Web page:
Genre: Fiction, Young Adult, Romance
Sylvie and Carl have been friends since they were tiny children. They’ve always played together, eaten with each other’s families, called each other boyfriend and girlfriend and deep down, Sylvie has always believed that they’d end up married to each other. They even have a magical fantasy world that belongs to them alone — and the glass hut where it’s all created, at the bottom of Carl’s garden.
But as they become teenagers, things are starting to change. They each have different friends. Sylvie would still rather spend all her time with Carl. But Carl has a new friend, Paul, who is taking all his attention. And he seems much less happy to be called Sylvie’s boyfriend. And in a game of spin the bottle, he avoids having to kiss her. Sylvie can tell his feelings have changed and that her plans for the future may be affected. But can she guess at the true reasons behind it all? A moving, compelling and delicately handled treatment of sexuality from the Children’s Laureate.
Jacqueline Wilson is known for writing books about difficult subjects and this one is no exception.
I liked this book because each character has their own distinct personality and the interactions between the different personalities is fun to read.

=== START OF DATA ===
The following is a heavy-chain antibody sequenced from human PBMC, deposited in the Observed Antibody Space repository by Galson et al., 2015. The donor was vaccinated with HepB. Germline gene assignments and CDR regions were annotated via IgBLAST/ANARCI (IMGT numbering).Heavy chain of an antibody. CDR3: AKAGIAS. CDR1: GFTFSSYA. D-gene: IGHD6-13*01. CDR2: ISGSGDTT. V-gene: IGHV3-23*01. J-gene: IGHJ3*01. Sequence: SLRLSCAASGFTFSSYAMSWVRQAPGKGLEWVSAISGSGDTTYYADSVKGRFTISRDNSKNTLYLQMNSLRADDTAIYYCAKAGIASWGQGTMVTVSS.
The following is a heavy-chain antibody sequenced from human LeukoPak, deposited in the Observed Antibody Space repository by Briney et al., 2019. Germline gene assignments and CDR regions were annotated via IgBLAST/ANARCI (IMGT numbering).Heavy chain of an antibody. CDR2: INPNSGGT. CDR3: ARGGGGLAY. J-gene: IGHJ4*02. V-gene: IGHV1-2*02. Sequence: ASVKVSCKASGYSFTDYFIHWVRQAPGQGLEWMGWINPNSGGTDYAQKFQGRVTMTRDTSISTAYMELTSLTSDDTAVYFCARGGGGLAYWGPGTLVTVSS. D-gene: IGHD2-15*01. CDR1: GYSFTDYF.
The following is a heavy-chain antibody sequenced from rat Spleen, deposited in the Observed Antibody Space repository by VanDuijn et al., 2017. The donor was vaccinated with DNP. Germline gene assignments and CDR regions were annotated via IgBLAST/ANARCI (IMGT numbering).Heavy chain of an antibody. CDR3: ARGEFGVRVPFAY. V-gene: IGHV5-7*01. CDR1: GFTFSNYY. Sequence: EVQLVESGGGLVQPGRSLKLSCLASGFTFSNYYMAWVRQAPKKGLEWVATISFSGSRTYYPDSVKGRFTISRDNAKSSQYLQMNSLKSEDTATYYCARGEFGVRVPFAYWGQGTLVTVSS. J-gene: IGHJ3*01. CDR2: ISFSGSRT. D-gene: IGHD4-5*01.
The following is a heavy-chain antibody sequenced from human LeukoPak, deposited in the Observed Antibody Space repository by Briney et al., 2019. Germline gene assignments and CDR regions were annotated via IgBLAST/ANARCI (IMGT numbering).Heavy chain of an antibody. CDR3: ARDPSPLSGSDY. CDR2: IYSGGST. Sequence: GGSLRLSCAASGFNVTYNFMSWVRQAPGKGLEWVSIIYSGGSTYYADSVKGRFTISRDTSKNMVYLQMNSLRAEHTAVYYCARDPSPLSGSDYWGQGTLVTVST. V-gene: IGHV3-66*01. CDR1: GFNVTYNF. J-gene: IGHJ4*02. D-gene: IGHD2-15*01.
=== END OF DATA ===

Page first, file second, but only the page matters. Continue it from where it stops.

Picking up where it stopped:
I think being a little older did ruin the story a bit as it became a bit predictable as to what was happening and the actions of the characters did seem a little bit immature to me however they were young teenagers in the book and it is aimed at young teenagers therefore I’m sure the characters are a lot more relatable to people that age therefore this can’t be a bad point to the book.
However the story is entertaining and once again Jacqueline Wilson deals with the difficult topics well and manages to get across the different feelings of teenagers really well and this makes the book very relatable and I think that is why so many people love her books – they are so easily relatable for people who may be going through the same things themselves, it shows them that they are not the only people ever to go through this, others have been through it as well.
I think the story really emphasises the friendship between each of the characters. From an older perspective (aka not a young teen) it was interesting to watch Sylvie develop and become more confident when hanging around with Miranda and how they influenced each other. You could see how Miranda made Sylvie become more mature and this was reflected in how she acted towards certain changes that happened in her life.
At times the Glassworld story did become boring however this may just be my view, for a young teen it may be really interesting and fascinating because many children that age do have an imagination and may make up their own worlds so can relate to Glassworld. However for me it just seemed a little annoying in parts.
The book deals with so many difficult topics – bullying, cheating parents, anorexia and drinking however they don’t overwhelm the story, there are just aspects of it vaguely mentioned.
The story doesn’t end as perfectly as it normally would in a children’s book however Jacqueline Wilson’s stories rarely do because life doesn’t always have a perfect ending however it is happy enough and makes everything work and wrap up together.
Overall it is lovely story which deals with some difficult topics however they don’t overwhelm the story. A definite read for teens, a very enjoyable read.
Summing up: Deals with difficult topics but a definite read for teens.